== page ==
William Murchison

William Murchison is a corresponding editor of Chronicles and the author of The Cost of Liberty: The Life of John Dickinson (ISI) and Mortal Follies: Episcopalians and the Crisis of Mainline Christianity. William Murchison, syndicated columnist and longtime commentator on religious, cultural, and political affairs, has contributed to many national publications, including the Wall Street Journal, National Review, The Weekly Standard, and First Things.

Latest by William Murchison in Chronicles

Results: 146 Articles found.
  • Ain't It the Truth?
    December 4, 2019

    Ain't It the Truth?

    The Anglican Church of Canada clutches its throat at the prospect of—Lord have mercy—shutting down its ministries and works 20 years from now. You know—putting up the "Closed" sign, the public demand for said ministries dwindling more with every passing year. So sharply have Anglican membership rolls declined since 2000 that, according to an internal study, naught but the buildings will remain in 2040.

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  • After the Great Orange Whale
    November 13, 2019

    After the Great Orange Whale

    "Vengeance is mine; I will repay, saith the Lord"—a pretty flat declaration as reported by the Apostle Paul, leaving few gaps for politicians to fill at their own discretion. But you know politicians. Here we go with the impeachment hearings, an intended spectacle meant more as payback to President Donald Trump for winning the election than as a high-minded act of democratic reprobation.

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  • And I Solemnly Promise You
    November 6, 2019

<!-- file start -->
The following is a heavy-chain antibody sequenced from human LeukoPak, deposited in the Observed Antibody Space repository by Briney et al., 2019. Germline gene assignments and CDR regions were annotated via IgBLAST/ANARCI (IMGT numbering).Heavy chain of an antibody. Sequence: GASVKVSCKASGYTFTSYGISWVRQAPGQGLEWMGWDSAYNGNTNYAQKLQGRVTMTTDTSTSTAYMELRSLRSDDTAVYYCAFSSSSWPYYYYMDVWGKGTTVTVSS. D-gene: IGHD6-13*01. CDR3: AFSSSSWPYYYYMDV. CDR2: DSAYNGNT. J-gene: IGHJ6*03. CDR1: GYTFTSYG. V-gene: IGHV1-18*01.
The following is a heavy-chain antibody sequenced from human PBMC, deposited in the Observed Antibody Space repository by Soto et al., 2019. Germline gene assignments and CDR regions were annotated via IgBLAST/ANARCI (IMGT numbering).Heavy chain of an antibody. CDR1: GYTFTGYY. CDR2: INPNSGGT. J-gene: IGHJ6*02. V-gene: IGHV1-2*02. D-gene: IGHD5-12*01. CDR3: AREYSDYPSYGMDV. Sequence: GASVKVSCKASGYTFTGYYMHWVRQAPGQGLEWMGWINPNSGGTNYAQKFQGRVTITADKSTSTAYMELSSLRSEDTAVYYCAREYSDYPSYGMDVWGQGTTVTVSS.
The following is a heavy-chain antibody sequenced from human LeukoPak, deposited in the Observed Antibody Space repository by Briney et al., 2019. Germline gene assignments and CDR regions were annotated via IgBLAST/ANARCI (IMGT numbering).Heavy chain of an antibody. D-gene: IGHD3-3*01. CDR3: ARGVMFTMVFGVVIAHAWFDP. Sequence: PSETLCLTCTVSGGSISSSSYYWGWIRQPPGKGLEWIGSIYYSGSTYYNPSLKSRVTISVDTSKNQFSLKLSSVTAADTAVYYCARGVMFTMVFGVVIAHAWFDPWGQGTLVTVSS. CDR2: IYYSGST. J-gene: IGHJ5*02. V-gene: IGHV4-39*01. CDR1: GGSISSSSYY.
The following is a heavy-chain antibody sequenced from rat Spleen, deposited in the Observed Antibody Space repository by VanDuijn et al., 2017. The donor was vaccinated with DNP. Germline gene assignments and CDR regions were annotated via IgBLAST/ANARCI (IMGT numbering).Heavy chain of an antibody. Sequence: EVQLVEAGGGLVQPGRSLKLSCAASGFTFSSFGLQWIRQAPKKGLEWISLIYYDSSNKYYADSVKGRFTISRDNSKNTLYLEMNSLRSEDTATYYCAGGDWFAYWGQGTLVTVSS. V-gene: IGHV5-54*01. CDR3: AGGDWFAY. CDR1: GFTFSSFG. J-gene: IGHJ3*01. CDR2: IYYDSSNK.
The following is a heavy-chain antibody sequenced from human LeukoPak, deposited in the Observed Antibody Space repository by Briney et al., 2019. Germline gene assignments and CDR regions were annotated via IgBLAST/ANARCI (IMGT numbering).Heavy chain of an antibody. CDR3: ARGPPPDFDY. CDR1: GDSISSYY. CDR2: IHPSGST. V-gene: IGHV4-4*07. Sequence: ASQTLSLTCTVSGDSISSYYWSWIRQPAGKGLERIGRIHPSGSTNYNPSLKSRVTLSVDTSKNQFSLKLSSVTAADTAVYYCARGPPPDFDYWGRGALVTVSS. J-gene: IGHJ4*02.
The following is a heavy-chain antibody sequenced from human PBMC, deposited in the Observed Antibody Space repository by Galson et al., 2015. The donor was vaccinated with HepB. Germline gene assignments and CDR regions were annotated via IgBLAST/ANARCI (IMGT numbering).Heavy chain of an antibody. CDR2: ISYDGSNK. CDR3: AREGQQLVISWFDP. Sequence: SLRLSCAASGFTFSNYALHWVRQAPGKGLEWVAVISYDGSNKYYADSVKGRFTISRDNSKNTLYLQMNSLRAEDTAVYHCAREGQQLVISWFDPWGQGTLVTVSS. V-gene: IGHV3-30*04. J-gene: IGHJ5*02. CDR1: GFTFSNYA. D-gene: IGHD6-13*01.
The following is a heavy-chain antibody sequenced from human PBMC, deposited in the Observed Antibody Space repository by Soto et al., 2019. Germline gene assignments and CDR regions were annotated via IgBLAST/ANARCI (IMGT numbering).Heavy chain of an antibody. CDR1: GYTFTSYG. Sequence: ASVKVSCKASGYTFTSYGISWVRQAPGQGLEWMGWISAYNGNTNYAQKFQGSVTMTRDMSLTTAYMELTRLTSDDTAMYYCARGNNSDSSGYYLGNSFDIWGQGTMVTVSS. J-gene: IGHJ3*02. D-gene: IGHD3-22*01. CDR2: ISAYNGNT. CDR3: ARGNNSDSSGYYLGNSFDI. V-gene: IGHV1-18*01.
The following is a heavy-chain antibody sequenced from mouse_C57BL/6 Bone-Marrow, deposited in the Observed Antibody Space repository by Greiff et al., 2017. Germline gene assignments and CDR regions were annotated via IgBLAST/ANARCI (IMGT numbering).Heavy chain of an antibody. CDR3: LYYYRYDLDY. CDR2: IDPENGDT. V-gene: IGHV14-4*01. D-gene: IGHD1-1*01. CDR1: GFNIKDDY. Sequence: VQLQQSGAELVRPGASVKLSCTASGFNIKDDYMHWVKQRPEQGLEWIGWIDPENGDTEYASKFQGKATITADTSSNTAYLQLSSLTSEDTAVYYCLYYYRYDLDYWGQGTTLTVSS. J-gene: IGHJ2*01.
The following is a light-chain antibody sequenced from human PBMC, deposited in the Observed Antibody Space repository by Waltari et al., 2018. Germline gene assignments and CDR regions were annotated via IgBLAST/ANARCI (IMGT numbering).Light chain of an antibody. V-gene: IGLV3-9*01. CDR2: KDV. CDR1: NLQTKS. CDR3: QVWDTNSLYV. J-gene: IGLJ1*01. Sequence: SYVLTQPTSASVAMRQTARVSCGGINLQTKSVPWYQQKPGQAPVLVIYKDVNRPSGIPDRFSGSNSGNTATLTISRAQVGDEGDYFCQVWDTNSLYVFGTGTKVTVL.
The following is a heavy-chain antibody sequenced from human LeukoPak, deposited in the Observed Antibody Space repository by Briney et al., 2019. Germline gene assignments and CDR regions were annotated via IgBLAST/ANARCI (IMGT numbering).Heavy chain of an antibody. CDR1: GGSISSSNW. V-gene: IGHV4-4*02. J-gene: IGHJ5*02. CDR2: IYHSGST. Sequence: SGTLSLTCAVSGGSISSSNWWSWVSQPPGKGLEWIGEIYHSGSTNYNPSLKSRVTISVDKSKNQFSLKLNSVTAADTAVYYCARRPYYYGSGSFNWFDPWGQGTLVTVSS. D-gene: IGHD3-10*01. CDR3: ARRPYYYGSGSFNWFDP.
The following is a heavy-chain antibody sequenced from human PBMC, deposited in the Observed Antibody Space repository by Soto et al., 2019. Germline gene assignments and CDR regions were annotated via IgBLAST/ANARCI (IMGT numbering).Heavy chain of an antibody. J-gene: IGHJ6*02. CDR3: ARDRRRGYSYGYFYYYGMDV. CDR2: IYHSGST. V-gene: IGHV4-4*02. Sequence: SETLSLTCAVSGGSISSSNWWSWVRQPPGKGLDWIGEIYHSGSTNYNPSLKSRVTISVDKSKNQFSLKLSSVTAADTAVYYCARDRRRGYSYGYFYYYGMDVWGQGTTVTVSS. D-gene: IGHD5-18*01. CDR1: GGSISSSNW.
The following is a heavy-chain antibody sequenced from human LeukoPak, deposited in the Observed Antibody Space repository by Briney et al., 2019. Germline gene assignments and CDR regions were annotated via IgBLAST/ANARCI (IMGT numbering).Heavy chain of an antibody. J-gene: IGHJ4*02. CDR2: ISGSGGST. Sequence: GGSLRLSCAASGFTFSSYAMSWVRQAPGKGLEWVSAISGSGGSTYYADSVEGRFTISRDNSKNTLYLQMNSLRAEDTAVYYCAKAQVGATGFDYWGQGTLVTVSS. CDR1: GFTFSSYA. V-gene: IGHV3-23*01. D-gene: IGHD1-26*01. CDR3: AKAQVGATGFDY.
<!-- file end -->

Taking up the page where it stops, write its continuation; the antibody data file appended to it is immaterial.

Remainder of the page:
And I Solemnly Promise You

    Beto O'Rourke's pullout from the presidential race leaves the Democrats with, oh, a mere dozen and a half or so candidates available to run the country. The country's corresponding task is to keep awake for the remainder of the race. The pressing question is, or should be, what goes on here? What's the mission—to can President Donald Trump or to move us in new, as yet hazy, directions? Or both at the same time?

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  • What in Heaven's Name Goes On?
    October 15, 2019

    What in Heaven's Name Goes On?

    At its best, Robert Francis "Beto" O'Rourke's high-octane assault on religious freedom calls for brandy and an extended lie-down in a dark room. That's the best that can be said of it. Its worst has to do with the disdain a midlevel presidential candidate exhibits for supernatural religion.

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  • The Moral Tale of Two Cities
    October 9, 2019

    The Moral Tale of Two Cities

    The "progressive," so to speak, vision of politics and public life envisions tighter and tighter government control over economic life, along with looser and looser controls over human behavior. I think you'd refer to the overall design as a paradox: a clash of methods and objectives.

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  • Impeachment: The Hearsay Conundrum
    October 2, 2019

    Impeachment: The Hearsay Conundrum

    There's so much to say about Nancy Pelosi's impeachment gig that one hardly knows where to start. But here's a live possibility: We start with Sen. Lindsey Graham's characterization of how this game is to be played. We're trying to "try the president of the United States based on hearsay," the South Carolina senator says–that is, on the claims of unidentified actors and agents for whose credentials Pelosi isn't prepared to vouch publicly.

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  • Now the Left is Quick to Convict
    September 26, 2019

    Now the Left is Quick to Convict

    We can't seem to have a news event (and everything that happens in our capital city is a capital-E event these days) without the searing cry in the background, drowning out all other discourse: "Impeach! Impeach!" You might call it an echo of the old exhortation, "Hey, somebody get a rope!"

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  • Main Street U.S.A.
    September 10, 2019

    Main Street U.S.A.

    We the People... The world, my friends, is going to... and that's just the point: We don't know where in the world the world is going. Only that it's moving at a high speed, in ways likely to upset existing orders.

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  • The Wisdom of Federalism
    August 22, 2019

    The Wisdom of Federalism